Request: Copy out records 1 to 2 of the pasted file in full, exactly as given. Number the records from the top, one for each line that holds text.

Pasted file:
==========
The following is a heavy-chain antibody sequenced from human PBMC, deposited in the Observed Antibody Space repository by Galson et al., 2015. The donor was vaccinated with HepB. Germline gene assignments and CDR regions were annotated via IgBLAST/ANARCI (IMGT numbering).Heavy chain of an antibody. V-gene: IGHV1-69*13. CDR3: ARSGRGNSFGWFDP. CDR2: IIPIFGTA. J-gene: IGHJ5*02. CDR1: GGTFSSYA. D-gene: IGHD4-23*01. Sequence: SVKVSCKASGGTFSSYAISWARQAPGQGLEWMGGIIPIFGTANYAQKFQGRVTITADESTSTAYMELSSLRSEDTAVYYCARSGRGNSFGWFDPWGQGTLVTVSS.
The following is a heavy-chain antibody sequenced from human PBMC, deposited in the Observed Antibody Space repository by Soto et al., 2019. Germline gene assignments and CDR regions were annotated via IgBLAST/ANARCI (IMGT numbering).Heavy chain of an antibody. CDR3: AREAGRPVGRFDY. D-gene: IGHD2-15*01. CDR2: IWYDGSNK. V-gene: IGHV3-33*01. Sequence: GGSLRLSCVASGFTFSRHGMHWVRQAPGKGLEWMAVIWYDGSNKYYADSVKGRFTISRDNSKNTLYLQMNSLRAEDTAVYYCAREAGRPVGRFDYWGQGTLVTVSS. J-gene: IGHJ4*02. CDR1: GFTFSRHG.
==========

The following is a heavy-chain antibody sequenced from human PBMC, deposited in the Observed Antibody Space repository by Galson et al., 2015. The donor was vaccinated with HepB. Germline gene assignments and CDR regions were annotated via IgBLAST/ANARCI (IMGT numbering).Heavy chain of an antibody. V-gene: IGHV1-69*13. CDR3: ARSGRGNSFGWFDP. CDR2: IIPIFGTA. J-gene: IGHJ5*02. CDR1: GGTFSSYA. D-gene: IGHD4-23*01. Sequence: SVKVSCKASGGTFSSYAISWARQAPGQGLEWMGGIIPIFGTANYAQKFQGRVTITADESTSTAYMELSSLRSEDTAVYYCARSGRGNSFGWFDPWGQGTLVTVSS.
The following is a heavy-chain antibody sequenced from human PBMC, deposited in the Observed Antibody Space repository by Soto et al., 2019. Germline gene assignments and CDR regions were annotated via IgBLAST/ANARCI (IMGT numbering).Heavy chain of an antibody. CDR3: AREAGRPVGRFDY. D-gene: IGHD2-15*01. CDR2: IWYDGSNK. V-gene: IGHV3-33*01. Sequence: GGSLRLSCVASGFTFSRHGMHWVRQAPGKGLEWMAVIWYDGSNKYYADSVKGRFTISRDNSKNTLYLQMNSLRAEDTAVYYCAREAGRPVGRFDYWGQGTLVTVSS. J-gene: IGHJ4*02. CDR1: GFTFSRHG.